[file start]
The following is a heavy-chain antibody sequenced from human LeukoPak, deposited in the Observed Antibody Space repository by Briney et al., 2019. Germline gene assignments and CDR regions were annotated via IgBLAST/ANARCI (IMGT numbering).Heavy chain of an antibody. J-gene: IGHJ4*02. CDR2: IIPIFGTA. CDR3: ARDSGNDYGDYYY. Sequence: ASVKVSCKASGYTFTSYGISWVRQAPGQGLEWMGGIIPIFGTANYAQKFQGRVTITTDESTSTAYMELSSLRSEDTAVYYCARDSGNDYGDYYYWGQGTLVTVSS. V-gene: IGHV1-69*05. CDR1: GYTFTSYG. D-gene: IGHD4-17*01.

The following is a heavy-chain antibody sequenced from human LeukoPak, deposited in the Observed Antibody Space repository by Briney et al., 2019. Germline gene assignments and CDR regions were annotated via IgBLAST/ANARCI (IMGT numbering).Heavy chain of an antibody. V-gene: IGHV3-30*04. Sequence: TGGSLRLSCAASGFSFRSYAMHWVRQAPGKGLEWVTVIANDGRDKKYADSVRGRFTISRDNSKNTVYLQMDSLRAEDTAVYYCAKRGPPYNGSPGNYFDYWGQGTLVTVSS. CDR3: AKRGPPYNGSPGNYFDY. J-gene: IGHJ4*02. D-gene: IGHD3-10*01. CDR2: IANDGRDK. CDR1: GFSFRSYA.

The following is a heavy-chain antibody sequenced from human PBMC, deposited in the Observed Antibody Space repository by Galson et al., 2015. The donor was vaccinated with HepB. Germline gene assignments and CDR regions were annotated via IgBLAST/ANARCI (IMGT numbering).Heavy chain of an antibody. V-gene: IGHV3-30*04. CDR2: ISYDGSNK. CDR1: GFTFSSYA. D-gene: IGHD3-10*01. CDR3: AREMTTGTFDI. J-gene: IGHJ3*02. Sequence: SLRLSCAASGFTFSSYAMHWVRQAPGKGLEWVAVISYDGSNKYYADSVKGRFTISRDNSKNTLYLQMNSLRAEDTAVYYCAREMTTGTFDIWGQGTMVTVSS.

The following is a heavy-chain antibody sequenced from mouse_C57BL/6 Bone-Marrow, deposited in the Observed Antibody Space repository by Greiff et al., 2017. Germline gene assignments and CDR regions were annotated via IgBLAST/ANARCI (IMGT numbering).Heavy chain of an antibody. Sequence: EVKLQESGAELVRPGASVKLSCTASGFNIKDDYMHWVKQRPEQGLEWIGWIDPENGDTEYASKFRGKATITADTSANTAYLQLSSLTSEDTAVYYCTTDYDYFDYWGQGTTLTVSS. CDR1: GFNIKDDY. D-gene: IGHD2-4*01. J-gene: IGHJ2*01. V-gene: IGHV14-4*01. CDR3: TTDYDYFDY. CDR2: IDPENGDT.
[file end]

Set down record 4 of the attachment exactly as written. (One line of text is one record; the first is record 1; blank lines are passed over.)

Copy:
The following is a heavy-chain antibody sequenced from mouse_C57BL/6 Bone-Marrow, deposited in the Observed Antibody Space repository by Greiff et al., 2017. Germline gene assignments and CDR regions were annotated via IgBLAST/ANARCI (IMGT numbering).Heavy chain of an antibody. Sequence: EVKLQESGAELVRPGASVKLSCTASGFNIKDDYMHWVKQRPEQGLEWIGWIDPENGDTEYASKFRGKATITADTSANTAYLQLSSLTSEDTAVYYCTTDYDYFDYWGQGTTLTVSS. CDR1: GFNIKDDY. D-gene: IGHD2-4*01. J-gene: IGHJ2*01. V-gene: IGHV14-4*01. CDR3: TTDYDYFDY. CDR2: IDPENGDT.